My Problem with Deconstruction

Discuss one strength and one weakness of deconstruction as a method of art interpretation.

Interpreting art could be regarded as a talent or an acquired skill. Such a distinction depends on the mind doing the interpreting. I would argue that for your average Joe, it would be best to turn to deconstruction while on their mission to interpret a work of art, whether it is a certain text’s meaning or deciphering symbols in a painting.  Deconstruction is the idea of breaking an art work down into smaller chunks, in an attempt to not only making interpretation easier, but also to be thorough.  Jacques Derrida was regarded the founder of deconstruction and his theory has stirred up quite a bit of controversy.

Derrida believed that art could “speak for itself” and that even the creator of said art could not be able to tell the viewers all of the meanings their work is hiding, simply due to the fact that the creator would not be consciously aware of every single meaning or thought they were slinging into their work. For an artist to sit and explain all the meanings they could find in their own work, while finding new ones in their efforts, would be outrageous and inconceivable. I believe that is one of Derrida’s weaknesses, to let the work speak for itself. If anyone is going to understand the work to the fullest extent possible, it would be the artist, wouldn’t it?

[Marcia] Eaton suggests that interpreting art is done mostly for the viewer, in order for them to feel pleasure.  From my understanding, people will only understand you to the depth of their perception. If some don’t believe in having to dissect something in order to enjoy themselves, then so be it. In fact, if we didn’t consider deconstruction and how effective it could be (to peel back layer after layer to find meanings underneath), then we would be able to accept Eaton’s words. Perhaps, for certain people, we won’t have to dig deep for one to enjoy a work of art. At least, when it comes to a painting or photograph, all you need to do is marvel at the sight. But what about poems and other works of literature?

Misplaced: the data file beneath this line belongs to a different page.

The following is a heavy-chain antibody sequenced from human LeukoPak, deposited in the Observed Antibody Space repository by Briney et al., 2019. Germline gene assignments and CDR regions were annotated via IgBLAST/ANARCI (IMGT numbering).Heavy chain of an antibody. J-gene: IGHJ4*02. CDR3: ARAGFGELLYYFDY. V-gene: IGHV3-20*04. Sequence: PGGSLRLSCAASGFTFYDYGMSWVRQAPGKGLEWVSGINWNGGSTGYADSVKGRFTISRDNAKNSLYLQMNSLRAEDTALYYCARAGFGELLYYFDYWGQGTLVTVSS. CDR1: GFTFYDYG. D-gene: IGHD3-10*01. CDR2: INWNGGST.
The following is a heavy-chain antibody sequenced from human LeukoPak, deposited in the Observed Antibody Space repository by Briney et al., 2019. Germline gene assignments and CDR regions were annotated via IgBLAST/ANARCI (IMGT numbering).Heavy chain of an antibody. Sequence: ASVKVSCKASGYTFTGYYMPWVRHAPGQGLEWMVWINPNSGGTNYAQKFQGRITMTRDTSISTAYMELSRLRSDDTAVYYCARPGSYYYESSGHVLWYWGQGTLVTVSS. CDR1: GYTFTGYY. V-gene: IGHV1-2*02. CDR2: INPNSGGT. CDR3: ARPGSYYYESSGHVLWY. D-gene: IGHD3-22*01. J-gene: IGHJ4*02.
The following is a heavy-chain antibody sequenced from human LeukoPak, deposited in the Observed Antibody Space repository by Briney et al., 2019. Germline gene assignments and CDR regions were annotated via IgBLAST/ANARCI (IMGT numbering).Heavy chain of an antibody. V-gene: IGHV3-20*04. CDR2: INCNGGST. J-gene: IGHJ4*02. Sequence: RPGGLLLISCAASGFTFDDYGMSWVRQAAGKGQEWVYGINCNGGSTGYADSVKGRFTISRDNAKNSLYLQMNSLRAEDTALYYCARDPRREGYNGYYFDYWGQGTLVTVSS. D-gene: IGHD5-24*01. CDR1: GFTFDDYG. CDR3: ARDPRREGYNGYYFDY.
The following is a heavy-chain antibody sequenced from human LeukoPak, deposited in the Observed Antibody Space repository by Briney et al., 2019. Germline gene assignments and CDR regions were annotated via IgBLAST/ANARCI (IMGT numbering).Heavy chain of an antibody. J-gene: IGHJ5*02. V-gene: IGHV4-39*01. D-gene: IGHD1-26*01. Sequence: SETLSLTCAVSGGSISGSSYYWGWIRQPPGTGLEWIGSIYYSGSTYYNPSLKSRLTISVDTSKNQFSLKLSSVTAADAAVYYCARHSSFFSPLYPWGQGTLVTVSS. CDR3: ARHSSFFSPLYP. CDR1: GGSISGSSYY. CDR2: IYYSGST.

Deconstruction would be invaluable when interpreting them and it is, up to a point. If we let the work speak for itself, then there would be numerous interpretations for every work of art out there. This thought alone gives me enough reason to believe in deconstruction, especially if we want to introduce the idea of there being a correct interpretation for every work of art. This notion makes it imperative to me for deconstruction to occur when it comes to understanding literature. Understanding and interpreting go hand in hand when it comes to interpreting literature. If you do not understand the interpretation of something, then you miss the overall meaning of the work.

Deconstruction can be effective when studying literature such as The Great GatsbyHeart of Darkness, and so many others, but it falls short when looking at visual forms of art, such as paintings, photographs, perhaps even movies. I would argue that Derrida was onto something when the idea of deconstruction hit his mind, but the theory’s number one weakness is the idea of a correct interpretation. This prevents deconstruction being efficiently thorough, simply due to all the unknown meanings the artist could have infused into their work and had forgotten about, or had not been aware of during the process of creation.

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